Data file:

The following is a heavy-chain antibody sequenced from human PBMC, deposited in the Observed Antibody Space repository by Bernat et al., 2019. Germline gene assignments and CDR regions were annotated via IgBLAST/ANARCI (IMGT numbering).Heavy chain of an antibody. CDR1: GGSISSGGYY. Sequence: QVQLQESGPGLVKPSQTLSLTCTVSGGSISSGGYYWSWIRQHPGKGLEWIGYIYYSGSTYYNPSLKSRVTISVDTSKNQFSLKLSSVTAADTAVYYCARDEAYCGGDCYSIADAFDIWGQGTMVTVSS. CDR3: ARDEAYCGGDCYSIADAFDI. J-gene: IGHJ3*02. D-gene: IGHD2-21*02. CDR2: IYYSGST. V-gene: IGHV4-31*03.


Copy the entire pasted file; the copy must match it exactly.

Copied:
The following is a heavy-chain antibody sequenced from human PBMC, deposited in the Observed Antibody Space repository by Bernat et al., 2019. Germline gene assignments and CDR regions were annotated via IgBLAST/ANARCI (IMGT numbering).Heavy chain of an antibody. CDR1: GGSISSGGYY. Sequence: QVQLQESGPGLVKPSQTLSLTCTVSGGSISSGGYYWSWIRQHPGKGLEWIGYIYYSGSTYYNPSLKSRVTISVDTSKNQFSLKLSSVTAADTAVYYCARDEAYCGGDCYSIADAFDIWGQGTMVTVSS. CDR3: ARDEAYCGGDCYSIADAFDI. J-gene: IGHJ3*02. D-gene: IGHD2-21*02. CDR2: IYYSGST. V-gene: IGHV4-31*03.